Aliased Measurements in Feedback Control
Aliasing occurs whenever a sampled signal contains frequency components higher than half the
frequency at which sampling occurs. Half the sampling frequency is referred to as the Nyquist frequency,
named after Harry Nyquist. For a pure harmonic, f, the corresponding aliased frequency, fa, which occurs
in the sample band, is equal to:
fa = | f - mfs |
where fs is the sampling frequency and m is a positive non-zero integer. For noise components in a
signal greater than the Nyquist frequency, the noise will be aliased into a lower frequency range inside
the sample band.
So why is aliasing a concern in feedback controls ?
For feedback measurements containing noise beyond the Nyquist frequency, the noise will appear as an
aliased frequency inside the sample band. The aliased frequency or band of frequencies, seen as a
perturbation on the measurement, may be acted upon by the control as if were an in-band response of
the system. The aliased noise may then propagate actual perturbations into the controlled variable.
How can aliasing be prevented ?
Prior to conversion, a low pass analog filter should be used to attenuate input at and above the Nyquist
Why not just average or filter the converted measurements in software ?
Averaging is just a special case of filtering. Any attempts to filtering the sampled signal in software will
indeed attenuate any aliased noise that may be present, but at the expense of losing measurement
bandwidth. Also the aliased frequency may make its appearance at a very low frequency in the sample
band. Digital (software) filtering used to remove these frequencies will have a direct effect on the
measurement content as well as the noise, introduce additional phase, and make it difficult or impossible
to meet the closed loop performance requirements. It is better design practice to employ an analog filter
prior to conversion to limit signal before conversion within the Nyquist frequency.
What kind of analog filter is best ?
A filter that prevents or reduces aliasing is known as an anti-aliasing filter. The filter is generally lowpass
and attenuates noise to an acceptable level at the Nyquist frequency. The control engineer must decide
how much aliased noise can be tolerated in the sample band. If the filter cut-off frequency is chosen such
that it arbitrarily attenuates noise to an imperceptible level, the filter may contribute too much phase shift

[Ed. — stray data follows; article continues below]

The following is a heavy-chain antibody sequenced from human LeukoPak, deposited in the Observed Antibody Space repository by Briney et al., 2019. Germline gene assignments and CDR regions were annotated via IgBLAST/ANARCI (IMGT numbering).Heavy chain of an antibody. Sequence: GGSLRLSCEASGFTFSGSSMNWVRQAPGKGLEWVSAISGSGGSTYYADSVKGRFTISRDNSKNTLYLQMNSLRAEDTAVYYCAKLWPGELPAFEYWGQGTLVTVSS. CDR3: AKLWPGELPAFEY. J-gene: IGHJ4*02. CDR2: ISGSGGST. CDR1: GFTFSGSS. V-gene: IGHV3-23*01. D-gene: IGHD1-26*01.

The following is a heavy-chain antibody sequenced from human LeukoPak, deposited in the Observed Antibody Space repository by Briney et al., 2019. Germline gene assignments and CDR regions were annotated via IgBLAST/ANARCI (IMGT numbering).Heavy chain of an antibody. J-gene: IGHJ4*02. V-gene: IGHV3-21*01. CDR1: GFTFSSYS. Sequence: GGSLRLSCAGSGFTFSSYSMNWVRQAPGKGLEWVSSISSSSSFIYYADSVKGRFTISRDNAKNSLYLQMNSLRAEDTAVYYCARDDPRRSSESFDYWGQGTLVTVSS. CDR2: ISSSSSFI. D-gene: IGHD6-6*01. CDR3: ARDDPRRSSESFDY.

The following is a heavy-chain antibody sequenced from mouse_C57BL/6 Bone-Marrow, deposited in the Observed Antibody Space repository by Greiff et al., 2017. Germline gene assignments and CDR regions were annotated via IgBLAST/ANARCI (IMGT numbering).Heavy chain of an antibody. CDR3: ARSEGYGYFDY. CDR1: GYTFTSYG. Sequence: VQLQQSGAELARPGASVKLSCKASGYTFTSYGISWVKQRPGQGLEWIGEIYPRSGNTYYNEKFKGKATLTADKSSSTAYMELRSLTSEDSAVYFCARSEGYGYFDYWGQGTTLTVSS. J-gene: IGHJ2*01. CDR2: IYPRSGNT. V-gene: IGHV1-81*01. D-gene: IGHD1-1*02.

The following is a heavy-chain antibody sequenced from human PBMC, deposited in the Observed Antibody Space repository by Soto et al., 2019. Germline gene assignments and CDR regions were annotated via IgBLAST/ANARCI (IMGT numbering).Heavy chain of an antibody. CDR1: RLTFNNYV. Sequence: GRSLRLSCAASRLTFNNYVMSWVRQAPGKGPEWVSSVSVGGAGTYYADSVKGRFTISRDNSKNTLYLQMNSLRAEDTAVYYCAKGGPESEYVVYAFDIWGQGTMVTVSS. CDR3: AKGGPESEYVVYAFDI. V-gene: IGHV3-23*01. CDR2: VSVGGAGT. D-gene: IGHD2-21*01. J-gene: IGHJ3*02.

into the measurement signal, adversely effecting loop stability, or making it difficult to achieve
performance objectives. With today's technology, the engineer is usually not limited by processor and
converter rate. So the choice of the sample rate (and processor speed) should be driven by the control
bandwidth requirements. Design the control system, pick an anti-aliasing filter with phase that will not
degrade control loop performance, then specify the required sample rate.
What if aliasing is ignored in feedback control ?
If the control system measurement is free of noise, an anti-aliasing filter is not required; but in a real
system there is always noise. The effects of aliasing on the control loop will depend on the range and
severity of the noise source. If aliasing is allowed to occur it will likely introduce roughness and inaccuracy
into the control. Noise components outside the sample band could possibly become aliased at sensitive
frequencies inside the loop bandwidth which can excite modes.
Even with the application of an anti-aliasing filter, can anything go wrong ?
Here are some precautions:
- Make sure the power supply for the analog filter does not induce any noise into the measurement
at the output stage of the amplifier. This can be insured by using a well regulated, low ripple linear
power supply or by providing proper bypass capacitors or RC filters near the supply pins to the
amplifier. Operational amplifiers do reject noise from the power supply, but only over a limited
range of (low) frequency
- If a MUX (multiplexer) is being used for multiple measurements, make sure adequate settling time is
allowed in the software for each channel after switching the MUX. Settling transients from the MUX
can appear as aliased noise in the sample data.
References on aliasing
Koenig, David M.,Control and Analysis of Noisy Processes, Prentice Hall, New Jersey 1991. pp 141-146